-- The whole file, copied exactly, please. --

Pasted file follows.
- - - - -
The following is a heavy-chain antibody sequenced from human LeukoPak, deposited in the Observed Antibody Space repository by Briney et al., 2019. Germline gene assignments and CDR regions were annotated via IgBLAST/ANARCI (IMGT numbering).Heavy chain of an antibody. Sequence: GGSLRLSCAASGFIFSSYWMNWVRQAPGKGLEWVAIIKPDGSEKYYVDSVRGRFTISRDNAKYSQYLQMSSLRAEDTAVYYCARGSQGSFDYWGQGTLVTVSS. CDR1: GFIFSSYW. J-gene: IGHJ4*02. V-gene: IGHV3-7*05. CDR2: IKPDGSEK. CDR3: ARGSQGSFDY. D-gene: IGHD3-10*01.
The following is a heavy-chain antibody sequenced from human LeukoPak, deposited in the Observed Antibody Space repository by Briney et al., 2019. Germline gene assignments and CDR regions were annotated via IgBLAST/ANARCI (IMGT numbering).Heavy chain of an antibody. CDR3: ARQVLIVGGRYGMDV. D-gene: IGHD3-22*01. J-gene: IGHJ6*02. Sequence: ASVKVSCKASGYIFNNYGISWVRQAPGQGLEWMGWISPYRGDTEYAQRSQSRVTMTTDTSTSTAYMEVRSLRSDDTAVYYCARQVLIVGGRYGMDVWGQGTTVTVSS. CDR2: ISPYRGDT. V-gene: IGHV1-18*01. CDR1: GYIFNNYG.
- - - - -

The following is a heavy-chain antibody sequenced from human LeukoPak, deposited in the Observed Antibody Space repository by Briney et al., 2019. Germline gene assignments and CDR regions were annotated via IgBLAST/ANARCI (IMGT numbering).Heavy chain of an antibody. Sequence: GGSLRLSCAASGFIFSSYWMNWVRQAPGKGLEWVAIIKPDGSEKYYVDSVRGRFTISRDNAKYSQYLQMSSLRAEDTAVYYCARGSQGSFDYWGQGTLVTVSS. CDR1: GFIFSSYW. J-gene: IGHJ4*02. V-gene: IGHV3-7*05. CDR2: IKPDGSEK. CDR3: ARGSQGSFDY. D-gene: IGHD3-10*01.
The following is a heavy-chain antibody sequenced from human LeukoPak, deposited in the Observed Antibody Space repository by Briney et al., 2019. Germline gene assignments and CDR regions were annotated via IgBLAST/ANARCI (IMGT numbering).Heavy chain of an antibody. CDR3: ARQVLIVGGRYGMDV. D-gene: IGHD3-22*01. J-gene: IGHJ6*02. Sequence: ASVKVSCKASGYIFNNYGISWVRQAPGQGLEWMGWISPYRGDTEYAQRSQSRVTMTTDTSTSTAYMEVRSLRSDDTAVYYCARQVLIVGGRYGMDVWGQGTTVTVSS. CDR2: ISPYRGDT. V-gene: IGHV1-18*01. CDR1: GYIFNNYG.